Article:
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Why gimmicks are unnecessary in athlete portraiture

Buckle up.

I'm about to express a potentially unpopular opinion.

Here it is:

I'm just not down with special effects, goofy arrangements, or hokey graphics in athlete portraiture.

Whew. There, I said it.

A youth soccer goalkeeper holds a ball  in front of the net.
Let's talk about why I don't use special effects or gimmicks in athlete portraits.

We see it all the time in the world of "sportraits." Fog machines, softballs or other equipment on fire, backgrounds with wicked lightning, and so on.

Today, I want to share with you some of the reasons why we avoid those gimmicks at Creative Sports Photography and why I feel it works best for what we do for you.

Now, I want to stipulate something and be very clear.

If you are into those kinds of sportraits, the kind with fog in the background or your volleyball on fire, that's perfectly okay. And I would encourage you to find a photographer who can do that for you.

Also, if you're a photographer who enjoys those kinds of special effects, awesome. I applaud you. This post is not meant to say your style is wrong. It's your style. Keep it.

I'm just a different kind of athlete portrait photographer.

Let's dive into why I avoid gimmicks and why what Creative Sports Photography does works for you.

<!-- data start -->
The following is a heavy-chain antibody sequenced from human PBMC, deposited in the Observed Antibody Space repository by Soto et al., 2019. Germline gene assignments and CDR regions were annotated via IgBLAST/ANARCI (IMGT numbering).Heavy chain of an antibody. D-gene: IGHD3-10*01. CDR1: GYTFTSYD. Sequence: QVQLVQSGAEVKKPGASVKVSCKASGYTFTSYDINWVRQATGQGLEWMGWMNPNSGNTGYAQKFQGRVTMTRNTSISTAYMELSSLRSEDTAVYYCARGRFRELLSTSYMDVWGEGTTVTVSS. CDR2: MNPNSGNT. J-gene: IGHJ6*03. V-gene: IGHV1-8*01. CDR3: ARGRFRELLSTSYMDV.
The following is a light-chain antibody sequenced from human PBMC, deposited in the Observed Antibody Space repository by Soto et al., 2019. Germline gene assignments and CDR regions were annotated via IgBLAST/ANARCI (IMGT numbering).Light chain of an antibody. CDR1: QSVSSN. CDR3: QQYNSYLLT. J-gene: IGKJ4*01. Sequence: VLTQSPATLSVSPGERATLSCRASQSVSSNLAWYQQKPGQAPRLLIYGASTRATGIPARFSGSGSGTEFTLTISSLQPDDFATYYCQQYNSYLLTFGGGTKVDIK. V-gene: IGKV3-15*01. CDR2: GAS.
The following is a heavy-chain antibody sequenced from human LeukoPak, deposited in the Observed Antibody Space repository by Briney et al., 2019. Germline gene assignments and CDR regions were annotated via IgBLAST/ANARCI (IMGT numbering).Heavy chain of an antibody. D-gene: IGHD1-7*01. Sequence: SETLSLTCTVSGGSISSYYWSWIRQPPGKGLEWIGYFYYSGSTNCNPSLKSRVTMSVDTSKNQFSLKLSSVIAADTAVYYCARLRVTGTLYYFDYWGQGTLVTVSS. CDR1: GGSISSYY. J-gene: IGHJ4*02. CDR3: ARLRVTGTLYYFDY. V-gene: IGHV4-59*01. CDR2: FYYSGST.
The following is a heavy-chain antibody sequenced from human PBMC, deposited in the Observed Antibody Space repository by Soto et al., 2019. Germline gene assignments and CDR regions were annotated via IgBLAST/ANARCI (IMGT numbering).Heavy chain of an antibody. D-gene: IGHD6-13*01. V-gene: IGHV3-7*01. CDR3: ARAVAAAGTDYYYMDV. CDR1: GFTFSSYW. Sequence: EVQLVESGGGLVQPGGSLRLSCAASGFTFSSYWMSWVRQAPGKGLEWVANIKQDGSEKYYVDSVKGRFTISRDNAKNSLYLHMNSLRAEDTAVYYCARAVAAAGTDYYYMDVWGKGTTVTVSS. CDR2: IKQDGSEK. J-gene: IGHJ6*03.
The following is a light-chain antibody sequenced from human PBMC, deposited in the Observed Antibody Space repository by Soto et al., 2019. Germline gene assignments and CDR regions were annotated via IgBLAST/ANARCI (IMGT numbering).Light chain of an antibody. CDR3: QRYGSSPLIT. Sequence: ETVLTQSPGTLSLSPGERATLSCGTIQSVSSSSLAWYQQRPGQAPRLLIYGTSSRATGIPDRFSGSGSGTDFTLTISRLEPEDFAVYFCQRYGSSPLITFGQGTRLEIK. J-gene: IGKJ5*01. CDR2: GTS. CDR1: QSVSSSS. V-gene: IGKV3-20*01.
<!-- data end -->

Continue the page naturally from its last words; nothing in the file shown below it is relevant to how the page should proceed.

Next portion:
Safety is paramount

This simply goes as the most important part of any photo session. Your safety and the safety of my team is at the top of the priority list.

I'm just not comfortable working with something that undermines that.

A girl pitcher delivers a baseball with a blue sky background.

Yeah, I know, maybe I could learn some pyrotechnics that would allow you to hit a baseball on fire, but to me, the risk isn't worth it.

And I don't think it's necessary. More on that in a bit.

Portraits that reflect how you play

When I approach an athlete portrait session, creativity flows out of representing you exactly as you are, how you see yourself, and the sport you love to play.

You don't play sports with fog machines or when your equipment is on fire. You don't play when there's lightning in the sky. You don't play with special effects flashing all over the place.

I was trained as a true-to-life photographer. It's a core part of my DNA. It's my super power, along with dramatic off-camera, on-location lighting.

In the years I've been doing this, never once have I had someone say to me - "This picture's okay, but you know what would make it great? If the tennis ball was on FIRE!" Or "Could you PhotoShop an exploding volcano with a tornado and some jet fighters behind the player?"

It's never happened. You don't need it.

I aim to make players, parents, everyone who views your athlete portraits say "Wow!" I can do that without special effects.

I love knowing your portrait is going to have a Wow Factor just as it is.

I am at heart an environmental portrait photographer

I recently worked with a high school basketball player from southern New Jersey.